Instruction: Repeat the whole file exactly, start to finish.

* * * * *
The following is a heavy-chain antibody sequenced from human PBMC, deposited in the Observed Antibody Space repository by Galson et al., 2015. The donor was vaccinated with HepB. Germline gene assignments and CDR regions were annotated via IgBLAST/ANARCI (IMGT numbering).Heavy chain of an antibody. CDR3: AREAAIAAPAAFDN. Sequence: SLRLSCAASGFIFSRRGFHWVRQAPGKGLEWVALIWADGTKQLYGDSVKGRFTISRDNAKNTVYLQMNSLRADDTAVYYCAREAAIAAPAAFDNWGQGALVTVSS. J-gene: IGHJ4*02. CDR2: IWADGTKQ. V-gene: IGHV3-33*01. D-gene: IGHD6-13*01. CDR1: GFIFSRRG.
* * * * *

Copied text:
The following is a heavy-chain antibody sequenced from human PBMC, deposited in the Observed Antibody Space repository by Galson et al., 2015. The donor was vaccinated with HepB. Germline gene assignments and CDR regions were annotated via IgBLAST/ANARCI (IMGT numbering).Heavy chain of an antibody. CDR3: AREAAIAAPAAFDN. Sequence: SLRLSCAASGFIFSRRGFHWVRQAPGKGLEWVALIWADGTKQLYGDSVKGRFTISRDNAKNTVYLQMNSLRADDTAVYYCAREAAIAAPAAFDNWGQGALVTVSS. J-gene: IGHJ4*02. CDR2: IWADGTKQ. V-gene: IGHV3-33*01. D-gene: IGHD6-13*01. CDR1: GFIFSRRG.